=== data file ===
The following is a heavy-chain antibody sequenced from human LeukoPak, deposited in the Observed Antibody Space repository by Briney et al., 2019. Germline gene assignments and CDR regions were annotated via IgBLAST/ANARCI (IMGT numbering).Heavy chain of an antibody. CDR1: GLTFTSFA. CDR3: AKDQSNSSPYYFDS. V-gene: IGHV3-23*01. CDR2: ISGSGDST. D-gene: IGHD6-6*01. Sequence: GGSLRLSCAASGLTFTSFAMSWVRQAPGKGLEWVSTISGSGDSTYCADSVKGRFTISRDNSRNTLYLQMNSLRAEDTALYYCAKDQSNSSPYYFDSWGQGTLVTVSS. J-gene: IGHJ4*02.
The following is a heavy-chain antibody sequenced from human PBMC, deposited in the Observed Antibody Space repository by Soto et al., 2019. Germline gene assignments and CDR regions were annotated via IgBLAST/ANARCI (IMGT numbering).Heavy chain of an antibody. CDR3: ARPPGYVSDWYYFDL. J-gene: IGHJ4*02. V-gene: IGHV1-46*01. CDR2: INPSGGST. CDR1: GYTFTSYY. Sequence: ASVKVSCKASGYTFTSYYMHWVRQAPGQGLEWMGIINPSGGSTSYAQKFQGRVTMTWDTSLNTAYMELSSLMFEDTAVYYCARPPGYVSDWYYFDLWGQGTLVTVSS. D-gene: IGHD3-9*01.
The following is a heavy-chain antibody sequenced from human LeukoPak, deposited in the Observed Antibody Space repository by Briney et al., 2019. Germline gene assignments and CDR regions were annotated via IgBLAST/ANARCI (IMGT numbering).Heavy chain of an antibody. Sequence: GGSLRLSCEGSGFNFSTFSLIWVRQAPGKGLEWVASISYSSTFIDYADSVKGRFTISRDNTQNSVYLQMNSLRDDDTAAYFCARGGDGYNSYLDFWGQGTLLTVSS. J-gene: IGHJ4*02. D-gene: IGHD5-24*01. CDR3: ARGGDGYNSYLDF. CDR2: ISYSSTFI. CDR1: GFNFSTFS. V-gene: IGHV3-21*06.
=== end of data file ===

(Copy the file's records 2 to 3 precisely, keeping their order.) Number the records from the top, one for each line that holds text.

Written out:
The following is a heavy-chain antibody sequenced from human PBMC, deposited in the Observed Antibody Space repository by Soto et al., 2019. Germline gene assignments and CDR regions were annotated via IgBLAST/ANARCI (IMGT numbering).Heavy chain of an antibody. CDR3: ARPPGYVSDWYYFDL. J-gene: IGHJ4*02. V-gene: IGHV1-46*01. CDR2: INPSGGST. CDR1: GYTFTSYY. Sequence: ASVKVSCKASGYTFTSYYMHWVRQAPGQGLEWMGIINPSGGSTSYAQKFQGRVTMTWDTSLNTAYMELSSLMFEDTAVYYCARPPGYVSDWYYFDLWGQGTLVTVSS. D-gene: IGHD3-9*01.
The following is a heavy-chain antibody sequenced from human LeukoPak, deposited in the Observed Antibody Space repository by Briney et al., 2019. Germline gene assignments and CDR regions were annotated via IgBLAST/ANARCI (IMGT numbering).Heavy chain of an antibody. Sequence: GGSLRLSCEGSGFNFSTFSLIWVRQAPGKGLEWVASISYSSTFIDYADSVKGRFTISRDNTQNSVYLQMNSLRDDDTAAYFCARGGDGYNSYLDFWGQGTLLTVSS. J-gene: IGHJ4*02. D-gene: IGHD5-24*01. CDR3: ARGGDGYNSYLDF. CDR2: ISYSSTFI. CDR1: GFNFSTFS. V-gene: IGHV3-21*06.